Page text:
Knesset Panel Approves Tax Break for Withdrawal of Provident Fund Savings

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New tax exemptions on provident fund withdrawals were approved by the Knesset Finance Committee Wednesday to encourage the drawing down of inactive accounts.

The new regulations, submitted by the Finance Ministry, will allow provident fund members who made deposits into fund accounts before January 2008 and have an account balance of up to NIS 7,000 on December 31, 2012 to withdraw these funds tax-free until March 31, 2015. Estimates place the number of fund accounts that would qualify for this tax-free withdrawal status at close to 2 million.

The committee also decided that a law would be formulated to allow provident fund members who deposited money into their accounts from 2008 onwards to withdraw their money tax-free. The distinction made between pre- and post-2008 deposits necessitating special legislation for the latter was based on the comments of Finance Ministry legal advisers. MK Haim Katz (Likud) said he would submit the proposed law as a private member's bill to the Knesset. The deputy director of the Finance Ministry's capital market, insurance and savings department, Rajwan Ghrayeb, said his department would support the bill.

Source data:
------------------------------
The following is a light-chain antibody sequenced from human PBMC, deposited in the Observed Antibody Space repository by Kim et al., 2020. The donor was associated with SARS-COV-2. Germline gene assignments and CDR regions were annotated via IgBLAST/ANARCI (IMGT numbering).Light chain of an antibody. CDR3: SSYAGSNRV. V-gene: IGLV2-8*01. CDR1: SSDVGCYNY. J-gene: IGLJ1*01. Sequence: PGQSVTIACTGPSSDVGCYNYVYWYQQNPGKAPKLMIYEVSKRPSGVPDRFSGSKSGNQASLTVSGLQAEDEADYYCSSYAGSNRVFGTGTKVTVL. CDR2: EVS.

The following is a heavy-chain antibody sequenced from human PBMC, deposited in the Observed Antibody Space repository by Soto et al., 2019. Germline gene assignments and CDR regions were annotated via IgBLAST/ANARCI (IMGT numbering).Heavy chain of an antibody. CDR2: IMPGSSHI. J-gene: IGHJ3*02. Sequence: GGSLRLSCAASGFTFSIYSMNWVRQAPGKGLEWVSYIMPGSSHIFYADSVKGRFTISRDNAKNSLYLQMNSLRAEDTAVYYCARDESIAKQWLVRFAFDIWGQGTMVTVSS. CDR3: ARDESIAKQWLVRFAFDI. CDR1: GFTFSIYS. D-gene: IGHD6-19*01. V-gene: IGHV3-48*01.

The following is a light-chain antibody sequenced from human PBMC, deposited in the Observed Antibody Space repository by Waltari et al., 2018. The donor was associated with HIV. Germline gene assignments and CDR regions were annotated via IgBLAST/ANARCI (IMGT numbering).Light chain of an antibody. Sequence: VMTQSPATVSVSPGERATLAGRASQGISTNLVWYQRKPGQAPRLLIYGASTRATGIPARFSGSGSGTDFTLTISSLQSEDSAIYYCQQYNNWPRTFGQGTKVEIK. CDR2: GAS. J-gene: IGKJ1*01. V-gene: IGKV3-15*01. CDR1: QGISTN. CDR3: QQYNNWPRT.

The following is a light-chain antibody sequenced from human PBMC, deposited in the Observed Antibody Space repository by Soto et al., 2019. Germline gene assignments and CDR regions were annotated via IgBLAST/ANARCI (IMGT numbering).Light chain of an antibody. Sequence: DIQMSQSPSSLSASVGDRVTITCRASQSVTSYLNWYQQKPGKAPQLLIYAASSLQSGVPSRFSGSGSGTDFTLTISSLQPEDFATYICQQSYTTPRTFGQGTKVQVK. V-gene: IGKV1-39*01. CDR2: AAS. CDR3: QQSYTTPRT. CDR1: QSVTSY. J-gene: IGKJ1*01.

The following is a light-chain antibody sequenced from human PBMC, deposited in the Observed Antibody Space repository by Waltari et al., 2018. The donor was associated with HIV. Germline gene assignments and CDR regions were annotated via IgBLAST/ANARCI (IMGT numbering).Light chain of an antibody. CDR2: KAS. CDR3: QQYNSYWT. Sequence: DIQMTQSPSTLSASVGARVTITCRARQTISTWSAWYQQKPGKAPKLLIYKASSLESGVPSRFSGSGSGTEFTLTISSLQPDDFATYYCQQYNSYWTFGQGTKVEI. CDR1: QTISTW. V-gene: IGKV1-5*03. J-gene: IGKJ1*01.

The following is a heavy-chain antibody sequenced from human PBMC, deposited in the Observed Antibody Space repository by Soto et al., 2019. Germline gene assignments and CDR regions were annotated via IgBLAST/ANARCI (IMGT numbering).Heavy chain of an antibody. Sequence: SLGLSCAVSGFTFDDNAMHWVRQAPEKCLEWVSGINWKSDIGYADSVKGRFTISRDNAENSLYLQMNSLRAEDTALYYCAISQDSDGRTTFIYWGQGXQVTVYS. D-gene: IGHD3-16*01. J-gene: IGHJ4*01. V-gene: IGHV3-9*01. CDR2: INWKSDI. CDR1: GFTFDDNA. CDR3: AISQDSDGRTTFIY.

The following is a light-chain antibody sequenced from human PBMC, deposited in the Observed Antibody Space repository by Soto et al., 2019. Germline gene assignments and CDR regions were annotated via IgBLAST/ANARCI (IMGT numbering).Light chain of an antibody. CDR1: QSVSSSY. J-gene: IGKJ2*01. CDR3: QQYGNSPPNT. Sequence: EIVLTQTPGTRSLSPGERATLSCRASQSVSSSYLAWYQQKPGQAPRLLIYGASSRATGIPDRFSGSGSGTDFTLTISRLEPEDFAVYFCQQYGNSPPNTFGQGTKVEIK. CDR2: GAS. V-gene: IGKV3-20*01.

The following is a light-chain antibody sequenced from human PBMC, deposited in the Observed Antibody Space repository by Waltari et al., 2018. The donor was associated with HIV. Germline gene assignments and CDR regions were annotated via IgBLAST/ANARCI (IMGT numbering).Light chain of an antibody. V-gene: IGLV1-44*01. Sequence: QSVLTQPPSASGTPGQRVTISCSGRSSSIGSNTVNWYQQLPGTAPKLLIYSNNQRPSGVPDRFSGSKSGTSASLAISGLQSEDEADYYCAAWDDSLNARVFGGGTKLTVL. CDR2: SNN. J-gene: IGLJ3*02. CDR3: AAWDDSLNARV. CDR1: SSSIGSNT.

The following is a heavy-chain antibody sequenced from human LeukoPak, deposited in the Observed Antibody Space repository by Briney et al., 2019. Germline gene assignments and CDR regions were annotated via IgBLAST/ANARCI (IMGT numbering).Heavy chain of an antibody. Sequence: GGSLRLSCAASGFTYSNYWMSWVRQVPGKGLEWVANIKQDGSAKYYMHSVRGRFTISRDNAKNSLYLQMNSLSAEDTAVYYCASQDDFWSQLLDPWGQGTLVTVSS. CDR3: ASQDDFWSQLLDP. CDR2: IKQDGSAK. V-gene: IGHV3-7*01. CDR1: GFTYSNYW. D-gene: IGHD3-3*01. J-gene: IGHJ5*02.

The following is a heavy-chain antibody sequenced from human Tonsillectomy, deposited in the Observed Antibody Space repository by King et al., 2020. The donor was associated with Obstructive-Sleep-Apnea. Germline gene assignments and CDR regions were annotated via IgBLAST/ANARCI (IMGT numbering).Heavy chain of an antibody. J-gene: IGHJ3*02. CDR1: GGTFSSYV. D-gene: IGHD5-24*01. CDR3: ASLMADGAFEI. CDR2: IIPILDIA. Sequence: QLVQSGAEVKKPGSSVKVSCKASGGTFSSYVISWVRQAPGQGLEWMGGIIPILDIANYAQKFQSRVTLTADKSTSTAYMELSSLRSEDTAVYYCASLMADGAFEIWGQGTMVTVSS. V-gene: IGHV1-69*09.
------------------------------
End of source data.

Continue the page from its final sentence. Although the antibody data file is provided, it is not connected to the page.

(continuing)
Accounts with under NIS 7,000 in provident fund savings that have not been drawn down by 2016 will be charged management fees of NIS 6 per month as part of the new regulations. Management fees of up to 0.3% of account savings will be charged to accounts where the fund has lost contact with the account holder.

More than 2 million provident fund accounts opened before 2008 have less than NIS 7,000 in them and are no longer active, constituting 40% of total provident fund accounts. Despite the large number of such accounts, they only amount to 1.5% of total assets managed by the funds. Until now, holders of these accounts would have to pay a tax rate of 35% to withdraw their funds. By allowing these account holders to withdraw their funds tax-free, the new regulations are intended to lead to the closure of many of these accounts and increase the efficiency of the pension savings system.

The new regulations are part of a broader effort by the Finance Ministry to make it easier for members of the public to locate and withdraw funds in forgotten pension savings accounts. The treasury has already created a special search engine on its website to help individuals locate any accounts opened in their name.

A First International Bank branch.Credit: Moran Mayaan

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